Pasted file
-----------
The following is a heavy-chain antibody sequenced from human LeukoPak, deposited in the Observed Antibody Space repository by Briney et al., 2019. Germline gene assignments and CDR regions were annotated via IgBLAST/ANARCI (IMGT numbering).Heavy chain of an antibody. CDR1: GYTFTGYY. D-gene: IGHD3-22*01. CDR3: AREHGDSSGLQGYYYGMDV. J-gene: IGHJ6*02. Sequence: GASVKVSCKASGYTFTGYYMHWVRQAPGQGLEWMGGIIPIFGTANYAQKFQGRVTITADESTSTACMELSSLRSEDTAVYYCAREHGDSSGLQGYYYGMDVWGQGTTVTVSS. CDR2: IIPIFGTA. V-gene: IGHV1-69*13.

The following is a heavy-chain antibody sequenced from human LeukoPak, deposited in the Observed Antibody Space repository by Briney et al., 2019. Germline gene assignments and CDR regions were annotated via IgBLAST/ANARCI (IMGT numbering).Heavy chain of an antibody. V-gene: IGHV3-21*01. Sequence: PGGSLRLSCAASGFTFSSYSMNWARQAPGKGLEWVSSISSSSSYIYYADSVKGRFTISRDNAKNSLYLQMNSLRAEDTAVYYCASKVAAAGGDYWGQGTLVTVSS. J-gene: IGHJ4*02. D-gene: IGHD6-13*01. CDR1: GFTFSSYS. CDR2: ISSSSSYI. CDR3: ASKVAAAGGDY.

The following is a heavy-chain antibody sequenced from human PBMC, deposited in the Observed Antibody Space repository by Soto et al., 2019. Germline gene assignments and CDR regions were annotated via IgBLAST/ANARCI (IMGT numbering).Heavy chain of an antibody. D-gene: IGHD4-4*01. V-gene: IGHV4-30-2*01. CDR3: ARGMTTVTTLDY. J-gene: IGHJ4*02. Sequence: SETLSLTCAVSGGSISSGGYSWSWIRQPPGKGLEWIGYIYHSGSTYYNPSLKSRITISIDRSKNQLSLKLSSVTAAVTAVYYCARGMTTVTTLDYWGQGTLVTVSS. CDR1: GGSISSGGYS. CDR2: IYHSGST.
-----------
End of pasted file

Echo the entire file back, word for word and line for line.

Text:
The following is a heavy-chain antibody sequenced from human LeukoPak, deposited in the Observed Antibody Space repository by Briney et al., 2019. Germline gene assignments and CDR regions were annotated via IgBLAST/ANARCI (IMGT numbering).Heavy chain of an antibody. CDR1: GYTFTGYY. D-gene: IGHD3-22*01. CDR3: AREHGDSSGLQGYYYGMDV. J-gene: IGHJ6*02. Sequence: GASVKVSCKASGYTFTGYYMHWVRQAPGQGLEWMGGIIPIFGTANYAQKFQGRVTITADESTSTACMELSSLRSEDTAVYYCAREHGDSSGLQGYYYGMDVWGQGTTVTVSS. CDR2: IIPIFGTA. V-gene: IGHV1-69*13.

The following is a heavy-chain antibody sequenced from human LeukoPak, deposited in the Observed Antibody Space repository by Briney et al., 2019. Germline gene assignments and CDR regions were annotated via IgBLAST/ANARCI (IMGT numbering).Heavy chain of an antibody. V-gene: IGHV3-21*01. Sequence: PGGSLRLSCAASGFTFSSYSMNWARQAPGKGLEWVSSISSSSSYIYYADSVKGRFTISRDNAKNSLYLQMNSLRAEDTAVYYCASKVAAAGGDYWGQGTLVTVSS. J-gene: IGHJ4*02. D-gene: IGHD6-13*01. CDR1: GFTFSSYS. CDR2: ISSSSSYI. CDR3: ASKVAAAGGDY.

The following is a heavy-chain antibody sequenced from human PBMC, deposited in the Observed Antibody Space repository by Soto et al., 2019. Germline gene assignments and CDR regions were annotated via IgBLAST/ANARCI (IMGT numbering).Heavy chain of an antibody. D-gene: IGHD4-4*01. V-gene: IGHV4-30-2*01. CDR3: ARGMTTVTTLDY. J-gene: IGHJ4*02. Sequence: SETLSLTCAVSGGSISSGGYSWSWIRQPPGKGLEWIGYIYHSGSTYYNPSLKSRITISIDRSKNQLSLKLSSVTAAVTAVYYCARGMTTVTTLDYWGQGTLVTVSS. CDR1: GGSISSGGYS. CDR2: IYHSGST.